H.R.2793 - Small Business Retirement and Benefit Extension Act100th Congress (1987-1988)
|Sponsor:||Rep. Matsui, Robert T. [D-CA-3] (Introduced 06/25/1987)|
|Committees:||House - Education and Labor; Ways and Means|
|Latest Action:||House - 08/18/1987 Referred to Subcommittee on Labor-Management Relations. (All Actions)|
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Summary: H.R.2793 — 100th Congress (1987-1988)All Information (Except Text)
Introduced in House (06/25/1987)
Small Business Retirement and Benefit Extension Act - Amends the Internal Revenue Code (IRC) to cease, as of 1988, the application of special rules for employee benefit plans that are top-heavy. (A top-heavy plan is one in which the value of plan benefits for specified ("key") employees exceeds 60 percent of those for all employees under the plan.)
Establishes, as a component of the general business credit against income tax, a credit for the administrative costs incurred by an employer having 100 of fewer employees in maintaining a qualified employee pension plan. Limits such credit to a maximum of $3,000 ($4,500 in the case of a defined benefit plan). Reduces the amount of the credit when the average number of employees during a relevant period exceeds 50.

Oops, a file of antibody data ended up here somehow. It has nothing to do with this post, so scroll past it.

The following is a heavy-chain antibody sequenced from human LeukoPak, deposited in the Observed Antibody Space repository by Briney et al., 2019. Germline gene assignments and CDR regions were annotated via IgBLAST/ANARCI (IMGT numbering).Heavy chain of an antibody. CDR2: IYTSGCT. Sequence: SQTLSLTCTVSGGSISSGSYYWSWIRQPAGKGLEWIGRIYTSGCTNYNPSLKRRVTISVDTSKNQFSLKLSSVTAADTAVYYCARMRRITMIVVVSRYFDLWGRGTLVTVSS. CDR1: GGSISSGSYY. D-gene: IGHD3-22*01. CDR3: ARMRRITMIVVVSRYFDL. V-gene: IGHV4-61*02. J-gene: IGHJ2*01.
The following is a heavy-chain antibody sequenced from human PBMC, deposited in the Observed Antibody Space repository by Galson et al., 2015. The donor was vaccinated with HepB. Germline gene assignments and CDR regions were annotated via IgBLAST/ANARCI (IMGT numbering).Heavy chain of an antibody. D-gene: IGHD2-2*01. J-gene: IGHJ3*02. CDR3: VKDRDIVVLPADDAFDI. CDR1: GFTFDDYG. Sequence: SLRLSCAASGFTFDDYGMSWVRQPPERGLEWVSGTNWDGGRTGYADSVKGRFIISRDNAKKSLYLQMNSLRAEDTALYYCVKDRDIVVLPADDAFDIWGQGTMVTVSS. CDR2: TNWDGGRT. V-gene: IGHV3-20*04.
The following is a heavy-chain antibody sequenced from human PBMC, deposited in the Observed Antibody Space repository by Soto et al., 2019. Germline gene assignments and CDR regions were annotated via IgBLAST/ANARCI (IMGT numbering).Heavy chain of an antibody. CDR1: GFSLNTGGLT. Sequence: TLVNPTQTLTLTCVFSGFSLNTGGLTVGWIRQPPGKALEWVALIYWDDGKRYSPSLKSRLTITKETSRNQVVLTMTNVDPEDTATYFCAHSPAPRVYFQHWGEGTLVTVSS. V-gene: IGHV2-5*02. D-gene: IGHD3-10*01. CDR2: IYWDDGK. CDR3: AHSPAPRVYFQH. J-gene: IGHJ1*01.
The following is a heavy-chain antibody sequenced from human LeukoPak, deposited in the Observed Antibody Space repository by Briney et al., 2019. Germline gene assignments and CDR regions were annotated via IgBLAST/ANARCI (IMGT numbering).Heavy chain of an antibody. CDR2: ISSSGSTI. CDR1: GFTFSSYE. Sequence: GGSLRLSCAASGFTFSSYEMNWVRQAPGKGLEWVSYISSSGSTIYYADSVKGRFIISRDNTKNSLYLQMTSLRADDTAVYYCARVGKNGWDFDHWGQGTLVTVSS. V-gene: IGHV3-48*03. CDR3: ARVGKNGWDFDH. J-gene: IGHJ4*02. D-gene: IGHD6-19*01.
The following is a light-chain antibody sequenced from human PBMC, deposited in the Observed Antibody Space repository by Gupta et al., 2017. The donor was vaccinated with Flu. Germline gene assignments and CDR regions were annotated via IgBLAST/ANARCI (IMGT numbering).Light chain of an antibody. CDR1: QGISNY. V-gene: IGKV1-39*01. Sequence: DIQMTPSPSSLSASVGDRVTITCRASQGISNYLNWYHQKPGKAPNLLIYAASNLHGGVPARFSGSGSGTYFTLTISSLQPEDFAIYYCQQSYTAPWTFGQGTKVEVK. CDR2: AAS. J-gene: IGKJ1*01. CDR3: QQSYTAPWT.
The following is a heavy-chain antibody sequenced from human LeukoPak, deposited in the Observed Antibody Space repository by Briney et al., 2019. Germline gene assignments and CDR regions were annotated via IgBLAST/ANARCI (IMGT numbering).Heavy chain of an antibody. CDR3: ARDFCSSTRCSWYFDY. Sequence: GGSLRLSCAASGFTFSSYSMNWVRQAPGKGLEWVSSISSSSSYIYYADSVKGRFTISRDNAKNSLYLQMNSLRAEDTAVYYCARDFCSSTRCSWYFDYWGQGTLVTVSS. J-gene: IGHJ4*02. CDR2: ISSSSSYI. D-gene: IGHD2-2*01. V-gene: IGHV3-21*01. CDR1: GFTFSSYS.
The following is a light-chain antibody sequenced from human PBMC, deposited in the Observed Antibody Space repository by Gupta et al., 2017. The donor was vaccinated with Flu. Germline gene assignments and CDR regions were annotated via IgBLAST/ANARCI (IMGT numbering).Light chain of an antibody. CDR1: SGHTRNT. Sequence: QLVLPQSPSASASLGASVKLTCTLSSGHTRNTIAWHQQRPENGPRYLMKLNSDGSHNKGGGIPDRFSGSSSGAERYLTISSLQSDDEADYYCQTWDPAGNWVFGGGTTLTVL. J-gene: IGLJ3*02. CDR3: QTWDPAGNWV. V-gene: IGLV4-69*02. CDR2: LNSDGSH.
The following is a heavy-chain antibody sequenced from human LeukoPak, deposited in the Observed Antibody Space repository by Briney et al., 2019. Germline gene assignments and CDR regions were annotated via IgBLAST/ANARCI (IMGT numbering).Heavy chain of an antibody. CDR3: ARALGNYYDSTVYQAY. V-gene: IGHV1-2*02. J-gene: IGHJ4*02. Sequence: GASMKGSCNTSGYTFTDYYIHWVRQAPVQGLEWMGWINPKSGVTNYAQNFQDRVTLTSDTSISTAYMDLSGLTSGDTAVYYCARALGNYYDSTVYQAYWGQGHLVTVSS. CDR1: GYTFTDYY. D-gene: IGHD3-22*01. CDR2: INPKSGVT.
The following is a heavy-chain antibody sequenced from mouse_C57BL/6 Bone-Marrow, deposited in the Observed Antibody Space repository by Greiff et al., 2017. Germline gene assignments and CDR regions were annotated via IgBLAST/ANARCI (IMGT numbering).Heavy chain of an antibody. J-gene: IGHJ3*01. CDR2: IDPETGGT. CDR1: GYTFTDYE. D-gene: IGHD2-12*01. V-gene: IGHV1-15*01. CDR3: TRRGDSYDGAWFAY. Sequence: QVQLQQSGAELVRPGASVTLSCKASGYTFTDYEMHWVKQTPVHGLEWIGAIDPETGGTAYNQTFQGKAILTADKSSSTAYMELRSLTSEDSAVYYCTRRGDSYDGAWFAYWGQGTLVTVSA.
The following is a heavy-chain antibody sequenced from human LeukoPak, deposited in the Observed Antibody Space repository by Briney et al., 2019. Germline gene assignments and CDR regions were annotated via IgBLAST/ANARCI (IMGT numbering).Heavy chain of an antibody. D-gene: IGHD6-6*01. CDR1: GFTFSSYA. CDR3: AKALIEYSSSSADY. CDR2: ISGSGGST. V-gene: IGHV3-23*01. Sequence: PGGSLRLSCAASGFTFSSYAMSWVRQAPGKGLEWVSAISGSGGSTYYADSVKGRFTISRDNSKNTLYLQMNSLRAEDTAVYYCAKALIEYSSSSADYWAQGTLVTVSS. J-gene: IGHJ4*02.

Amends the Tax Reform Act of 1986 and the IRC to: (1) apply nondiscrimination rules for coverage and benefits to certain employee benefit plans as of 1991 (currently 1988); (2) extend from 1987 to 1989 the effective date of amendments relating to the definition of "compensation" with respect to pension, profit-sharing, and stock bonus plans; (3) render nontaxable any annuities purchased for employees by a nongovernmental tax-exempt entity; (4) repeal certain restrictions on distributions of contributions under salary reduction arrangements; (5) delay the effective date for the application of nondiscrimination requirements to tax-sheltered annuities; and (6) repeal the 15 percent tax imposed on excess distributions from qualified retirement plans.
Amends the Employee Retirement Income Security Act of 1974 to provide the administrator of an employee benefit plan having fewer than 100 participants simplified reporting requirements with respect to supplying plan descriptions and annual reports to plan participants and beneficiaries.
Expresses the sense of the Congress that the required Government forms currently in use with respect to qualified retirement plans are not designed so that a person with no experience in the area of employee benefits could complete them. Directs the Secretaries of the Treasury and of Labor to: (1) redesign such forms as they pertain to plans having fewer than 100 participants; and (2) report to the Congress on their actions in this regard.
Amends the IRC to provide that if an employer does not operate an on-premises eating facility for employees, 50 percent of the employer's share of an off-premises meal furnished to an employee shall be treated as a de minimis fringe benefit (not includible in the employee's income) provided that: (1) the employer pays no more than one-third of the cost of the meal; (2) a maximum of one meal per working day is provided; and (3) the meal is furnished during normal business hours.